The limited range of hip long-axis rotation, in combination with a joint offset of about 45° from the horizontal, implies that the plantar surface of the pes in Ichthyostega was unable to contact the substrate. In particular, the femur would have been prevented from attaining a horizontal orientation and the pes would not have been capable of pointing anteriorly, a limb pose conventionally considered plesiomorphic for terrestrial tetrapods15, 16 (see Supplementary Figs 5 and 6). This means that the pelvis could not have been lifted free of the ground and that the hindlimbs were more critical during swimming, with a more passive or stabilizing function during land/substrate movement (analogous to phocid seals17). This proposed model of hindlimb movement in Ichthyostega is in accordance with the development of broad, paddle-shaped, distal limb bones and expanded pedes1. It is also further supported by a reduced range of flexion/extension in the knee, which is an essential component of terrestrial locomotion in living tetrapods18, 19, 20, 21.
With respect to the forelimb, the shoulder joint in Ichthyostega has the most restricted range of angular motions in all three planes of movement (Fig. 2b), with the most striking characteristic again being a distinct lack of long-axis rotation (pronation/supination). Partitioning the range of motion into positive and negative angular movements further reveals that the shoulder joint in Ichthyostega is primarily restricted to negative angular movements, with the majority of mobility occurring in flexion and adduction (Fig. 3d). In contrast to Ichthyostega, the modern tetrapods examined show appreciable shoulder mobility in all three planes of movement (Fig. 2b) and a more equal distribution between positive and negative angular movements (see Supplementary Table 3). Elbow joint mobility in Ichthyostega is, as far as can be judged from the ulna articulation, comparable to that in the modern tetrapods. It is relatively flexible in all degrees of freedom and shows a pattern intermediate between more sprawling animals and those that use more upright limb postures (see Supplementary Table 4).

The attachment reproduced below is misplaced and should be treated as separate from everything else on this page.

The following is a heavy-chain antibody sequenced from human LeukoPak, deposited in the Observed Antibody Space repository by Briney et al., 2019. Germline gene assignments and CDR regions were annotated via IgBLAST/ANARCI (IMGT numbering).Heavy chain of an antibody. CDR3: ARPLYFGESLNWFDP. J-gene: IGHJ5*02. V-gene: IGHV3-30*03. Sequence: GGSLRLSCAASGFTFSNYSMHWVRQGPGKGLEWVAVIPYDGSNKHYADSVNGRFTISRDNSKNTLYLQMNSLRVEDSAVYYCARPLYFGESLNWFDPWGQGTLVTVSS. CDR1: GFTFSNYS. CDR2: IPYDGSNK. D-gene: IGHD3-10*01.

The restricted range of shoulder mobility in Ichthyostega is primarily the product of an anteroposteriorly elongated and dorsoventrally flattened glenoid fossa and humeral head13. As with the hip, this type of joint morphology produces a condyloid-like joint articulation, permitting flexion/extension and adduction/abduction but preventing humeral long-axis rotation. Further to this, the glenoid fossa in Ichthyostega is somewhat twisted along its primary axis, with its anterior portion facing ventrally and its posterior portion facing dorsally. The morphology of the glenoid fossa in Ichthyostega guides the forelimb to move in a slight anteroventral-to-posterodorsal plane during shoulder joint flexion, whereas during adduction it directs the forelimb to move in an inclined plane from the vertical, causing the humerus to trend posteriorly (Fig. 3e, f). In addition to joint shape, the pectoral girdle of Ichthyostega also has a large bony buttress surrounding the anterodorsal border of the glenoid itself, further restricting movements in extension and abduction.